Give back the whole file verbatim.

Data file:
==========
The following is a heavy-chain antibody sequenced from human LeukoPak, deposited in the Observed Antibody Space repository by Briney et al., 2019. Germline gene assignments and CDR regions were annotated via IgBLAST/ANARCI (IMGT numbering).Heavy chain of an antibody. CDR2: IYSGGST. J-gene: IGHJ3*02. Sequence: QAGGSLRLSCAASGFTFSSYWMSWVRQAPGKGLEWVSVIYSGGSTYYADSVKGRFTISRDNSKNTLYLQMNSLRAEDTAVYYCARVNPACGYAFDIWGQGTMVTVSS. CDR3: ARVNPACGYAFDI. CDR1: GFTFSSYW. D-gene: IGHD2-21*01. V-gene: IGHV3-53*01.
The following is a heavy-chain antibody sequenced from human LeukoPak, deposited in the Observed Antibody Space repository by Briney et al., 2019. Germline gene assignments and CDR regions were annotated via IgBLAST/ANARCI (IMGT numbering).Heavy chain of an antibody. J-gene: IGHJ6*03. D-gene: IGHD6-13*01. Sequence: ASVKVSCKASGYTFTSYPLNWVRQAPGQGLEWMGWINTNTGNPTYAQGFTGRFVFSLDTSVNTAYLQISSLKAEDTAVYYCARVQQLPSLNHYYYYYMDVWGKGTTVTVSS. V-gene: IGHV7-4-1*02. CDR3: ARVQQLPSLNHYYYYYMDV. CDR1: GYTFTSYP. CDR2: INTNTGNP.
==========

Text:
The following is a heavy-chain antibody sequenced from human LeukoPak, deposited in the Observed Antibody Space repository by Briney et al., 2019. Germline gene assignments and CDR regions were annotated via IgBLAST/ANARCI (IMGT numbering).Heavy chain of an antibody. CDR2: IYSGGST. J-gene: IGHJ3*02. Sequence: QAGGSLRLSCAASGFTFSSYWMSWVRQAPGKGLEWVSVIYSGGSTYYADSVKGRFTISRDNSKNTLYLQMNSLRAEDTAVYYCARVNPACGYAFDIWGQGTMVTVSS. CDR3: ARVNPACGYAFDI. CDR1: GFTFSSYW. D-gene: IGHD2-21*01. V-gene: IGHV3-53*01.
The following is a heavy-chain antibody sequenced from human LeukoPak, deposited in the Observed Antibody Space repository by Briney et al., 2019. Germline gene assignments and CDR regions were annotated via IgBLAST/ANARCI (IMGT numbering).Heavy chain of an antibody. J-gene: IGHJ6*03. D-gene: IGHD6-13*01. Sequence: ASVKVSCKASGYTFTSYPLNWVRQAPGQGLEWMGWINTNTGNPTYAQGFTGRFVFSLDTSVNTAYLQISSLKAEDTAVYYCARVQQLPSLNHYYYYYMDVWGKGTTVTVSS. V-gene: IGHV7-4-1*02. CDR3: ARVQQLPSLNHYYYYYMDV. CDR1: GYTFTSYP. CDR2: INTNTGNP.